Rose's metal

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Rose's metal, Rose metal or Rose's alloy is a fusible alloy with a low melting point.

Properties[edit]

Rose's metal consists of 50% bismuth, 25–28% lead and 22–25% tin. Its melting point is between 94 °C (201 °F) and 98 °C (208 °F). The alloy does not contract on cooling.

Uses[edit]

Rose's metal has several common uses:

  1. As a solder. It was used to secure cast iron railings and balusters in pockets in stone bases and steps.
  2. As a heat transfer medium in heating baths.
  3. As a malleable filling to prevent tubes and pipes from crimping when bent. Rose's metal is melted and poured into the tube. It then solidifies in place but remains malleable. This allows the tube or pipe to be bent and reworked without crimping. After the desired shape is achieved the Rose's metal is remelted and removed, leaving the pipe or tube in its modified shape.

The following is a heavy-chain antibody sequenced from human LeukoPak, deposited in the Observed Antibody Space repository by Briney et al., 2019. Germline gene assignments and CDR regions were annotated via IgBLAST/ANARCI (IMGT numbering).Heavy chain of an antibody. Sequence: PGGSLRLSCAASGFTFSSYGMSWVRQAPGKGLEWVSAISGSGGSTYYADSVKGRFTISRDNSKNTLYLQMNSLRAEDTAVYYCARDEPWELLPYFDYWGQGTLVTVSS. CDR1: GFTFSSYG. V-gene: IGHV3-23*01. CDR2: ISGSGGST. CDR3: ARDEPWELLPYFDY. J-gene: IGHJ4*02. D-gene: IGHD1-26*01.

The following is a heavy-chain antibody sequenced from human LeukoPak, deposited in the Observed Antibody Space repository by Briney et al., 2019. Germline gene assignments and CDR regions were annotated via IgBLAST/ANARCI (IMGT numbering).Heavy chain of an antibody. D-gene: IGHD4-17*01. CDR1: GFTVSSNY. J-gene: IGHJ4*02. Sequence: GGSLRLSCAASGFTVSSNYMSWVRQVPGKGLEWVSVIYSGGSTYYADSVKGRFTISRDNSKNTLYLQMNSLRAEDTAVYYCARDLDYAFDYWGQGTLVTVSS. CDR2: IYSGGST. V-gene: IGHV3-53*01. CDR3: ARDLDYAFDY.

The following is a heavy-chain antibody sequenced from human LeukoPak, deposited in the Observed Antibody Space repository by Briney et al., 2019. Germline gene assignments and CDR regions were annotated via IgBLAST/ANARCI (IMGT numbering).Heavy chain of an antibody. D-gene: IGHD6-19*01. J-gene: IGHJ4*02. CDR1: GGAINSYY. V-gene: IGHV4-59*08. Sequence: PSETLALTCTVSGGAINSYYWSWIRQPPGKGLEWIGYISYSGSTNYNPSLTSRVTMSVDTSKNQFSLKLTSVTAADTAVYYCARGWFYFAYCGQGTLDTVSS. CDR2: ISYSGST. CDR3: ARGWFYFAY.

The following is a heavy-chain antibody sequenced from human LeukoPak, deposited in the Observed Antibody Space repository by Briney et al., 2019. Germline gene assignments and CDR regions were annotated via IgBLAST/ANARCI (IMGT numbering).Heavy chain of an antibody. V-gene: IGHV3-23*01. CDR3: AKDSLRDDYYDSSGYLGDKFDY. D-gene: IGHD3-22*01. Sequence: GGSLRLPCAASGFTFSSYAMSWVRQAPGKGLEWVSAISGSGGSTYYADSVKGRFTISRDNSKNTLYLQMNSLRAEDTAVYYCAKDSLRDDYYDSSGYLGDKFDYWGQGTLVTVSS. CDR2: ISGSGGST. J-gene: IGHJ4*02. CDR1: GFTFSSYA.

History[edit]

It was discovered by the German chemist Valentin Rose the Elder, the grandfather of Heinrich Rose.

See also[edit]

References[edit]